Below is the list of occupational health and safety (OHS) issues for the next three years, put to the Australian Council of Trade Unions and passed, at its Congress on 18 July 2018. Some were expected but others will cause concern, primarily, for business owners. Perhaps the major concern is that these commitments are to be rolled out nationally.
The 2018 Congress of the Australian Council of Trade Unions (ACT) is happening in the middle of a campaign to “Change the Rules”. These “Rules” are largely concerning with industrial relations, of which Occupational Health and Safety (OHS) is a subset, or complementary, element. Legislation constantly needs challenging and review; much legislation, like Australian Standards, misses their expiry dates and persists too long, becoming increasingly seen as irrelevant.
OHS has the “luxury” of having been reviewed nationally within the last decade. For some Australian States this change was progressive but for most it was a catch up to contemporary standards and expectations. OHS laws have not progressed since and a lot of hope is placed on the current Independent Review of Work Health and Safety (WHS) laws to enliven the discussions, yet that report is not due until 2019.
Trade unions have a great deal of faith in legislation to achieve change.
Governments use legislation and the threat of punishment as a deterrent for dangerous actions and poor decision-making. Imposing harsh consequences is hoped to change the behaviour of companies and individuals. Occupational health and safety (OHS) laws are no different with deterrence being used to justify the introduction and enforcement of Industrial Manslaughter laws, for instance.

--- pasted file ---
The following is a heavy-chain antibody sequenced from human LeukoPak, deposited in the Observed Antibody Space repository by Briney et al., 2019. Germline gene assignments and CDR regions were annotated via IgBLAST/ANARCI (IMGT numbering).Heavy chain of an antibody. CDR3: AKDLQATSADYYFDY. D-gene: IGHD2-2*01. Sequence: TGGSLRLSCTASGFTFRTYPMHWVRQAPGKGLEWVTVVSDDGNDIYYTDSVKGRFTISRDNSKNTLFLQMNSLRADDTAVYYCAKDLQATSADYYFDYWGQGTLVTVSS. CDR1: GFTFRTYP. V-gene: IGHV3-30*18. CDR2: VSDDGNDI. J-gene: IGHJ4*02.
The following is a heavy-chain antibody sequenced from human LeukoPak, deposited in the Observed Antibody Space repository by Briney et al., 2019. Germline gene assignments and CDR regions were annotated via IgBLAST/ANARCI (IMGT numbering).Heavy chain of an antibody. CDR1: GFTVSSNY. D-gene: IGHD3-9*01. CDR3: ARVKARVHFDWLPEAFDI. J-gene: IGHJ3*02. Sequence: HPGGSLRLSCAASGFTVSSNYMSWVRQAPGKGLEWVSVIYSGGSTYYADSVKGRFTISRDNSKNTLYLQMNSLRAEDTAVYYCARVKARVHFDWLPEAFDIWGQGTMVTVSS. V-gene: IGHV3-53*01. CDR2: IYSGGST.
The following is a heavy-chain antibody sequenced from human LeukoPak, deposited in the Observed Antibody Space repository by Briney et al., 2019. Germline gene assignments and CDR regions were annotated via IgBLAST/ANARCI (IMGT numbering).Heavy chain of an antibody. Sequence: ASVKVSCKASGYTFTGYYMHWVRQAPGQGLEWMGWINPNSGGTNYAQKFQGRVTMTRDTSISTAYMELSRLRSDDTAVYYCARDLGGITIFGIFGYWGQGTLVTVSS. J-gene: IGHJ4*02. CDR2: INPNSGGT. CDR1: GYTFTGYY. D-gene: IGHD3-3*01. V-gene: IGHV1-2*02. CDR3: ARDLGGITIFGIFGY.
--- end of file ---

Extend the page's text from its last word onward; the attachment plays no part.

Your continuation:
The Australian Senate’s current inquiry
South Australia’s occupational health and safety (OHS) regulator, SafeWorkSA, is being investigated by that State’s Independent Commissioner Against Corruption (ICAC). SafeWorkSA has been subjected to several inquiries over recent years but the current ICAC one is perhaps the most significant, and one that is generating a lot of local discussion, and that should be watched by all OHS professionals, Regulators around Australia.
It is important to note the specifics of the Inquiry or “Evaluation”.
SafetyAtWorkBlog will be reporting from the biennial Congress of the Australian Council of Trade Unions. For the first time Trade unions have been pivotal for the creation and enforcement of occupational health and safety (OHS) around the world.
Most of the past reporting on these events in mainstream media has focused on politics and industrial relations. OHS tends to get overlooked so SafetyAtWorkBlog’s attendance will be important.
Articles from the Congress will be available only to Subscribers. Continue reading “Exclusive reports from the 2018 ACTU Congress”